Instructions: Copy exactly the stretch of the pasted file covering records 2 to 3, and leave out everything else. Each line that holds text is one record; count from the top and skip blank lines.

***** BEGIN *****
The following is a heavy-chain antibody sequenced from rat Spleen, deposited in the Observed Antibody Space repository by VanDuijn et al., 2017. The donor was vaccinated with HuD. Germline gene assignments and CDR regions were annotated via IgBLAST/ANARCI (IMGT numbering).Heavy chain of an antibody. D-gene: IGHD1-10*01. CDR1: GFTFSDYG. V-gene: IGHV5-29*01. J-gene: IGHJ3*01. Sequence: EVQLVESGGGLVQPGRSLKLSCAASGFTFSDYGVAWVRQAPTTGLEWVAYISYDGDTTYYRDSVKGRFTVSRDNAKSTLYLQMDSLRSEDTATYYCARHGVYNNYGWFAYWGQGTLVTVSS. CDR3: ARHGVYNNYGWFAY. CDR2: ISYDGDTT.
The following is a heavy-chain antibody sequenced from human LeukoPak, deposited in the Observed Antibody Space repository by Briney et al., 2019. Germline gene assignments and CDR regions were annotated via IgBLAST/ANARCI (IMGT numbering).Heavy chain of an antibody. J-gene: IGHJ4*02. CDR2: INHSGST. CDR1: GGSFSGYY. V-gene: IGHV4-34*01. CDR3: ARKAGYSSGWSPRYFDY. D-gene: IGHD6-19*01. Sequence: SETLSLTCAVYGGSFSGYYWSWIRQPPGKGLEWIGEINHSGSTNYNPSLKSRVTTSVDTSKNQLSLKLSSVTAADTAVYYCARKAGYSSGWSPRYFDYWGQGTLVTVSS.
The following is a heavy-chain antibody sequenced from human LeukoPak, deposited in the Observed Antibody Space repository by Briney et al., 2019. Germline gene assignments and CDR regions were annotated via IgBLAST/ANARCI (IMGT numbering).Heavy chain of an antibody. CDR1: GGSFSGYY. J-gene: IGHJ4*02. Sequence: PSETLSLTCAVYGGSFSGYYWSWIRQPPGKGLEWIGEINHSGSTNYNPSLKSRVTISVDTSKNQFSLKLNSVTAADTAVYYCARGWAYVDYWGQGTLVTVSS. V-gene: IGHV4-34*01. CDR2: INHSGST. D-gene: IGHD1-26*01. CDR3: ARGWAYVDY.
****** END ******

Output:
The following is a heavy-chain antibody sequenced from human LeukoPak, deposited in the Observed Antibody Space repository by Briney et al., 2019. Germline gene assignments and CDR regions were annotated via IgBLAST/ANARCI (IMGT numbering).Heavy chain of an antibody. J-gene: IGHJ4*02. CDR2: INHSGST. CDR1: GGSFSGYY. V-gene: IGHV4-34*01. CDR3: ARKAGYSSGWSPRYFDY. D-gene: IGHD6-19*01. Sequence: SETLSLTCAVYGGSFSGYYWSWIRQPPGKGLEWIGEINHSGSTNYNPSLKSRVTTSVDTSKNQLSLKLSSVTAADTAVYYCARKAGYSSGWSPRYFDYWGQGTLVTVSS.
The following is a heavy-chain antibody sequenced from human LeukoPak, deposited in the Observed Antibody Space repository by Briney et al., 2019. Germline gene assignments and CDR regions were annotated via IgBLAST/ANARCI (IMGT numbering).Heavy chain of an antibody. CDR1: GGSFSGYY. J-gene: IGHJ4*02. Sequence: PSETLSLTCAVYGGSFSGYYWSWIRQPPGKGLEWIGEINHSGSTNYNPSLKSRVTISVDTSKNQFSLKLNSVTAADTAVYYCARGWAYVDYWGQGTLVTVSS. V-gene: IGHV4-34*01. CDR2: INHSGST. D-gene: IGHD1-26*01. CDR3: ARGWAYVDY.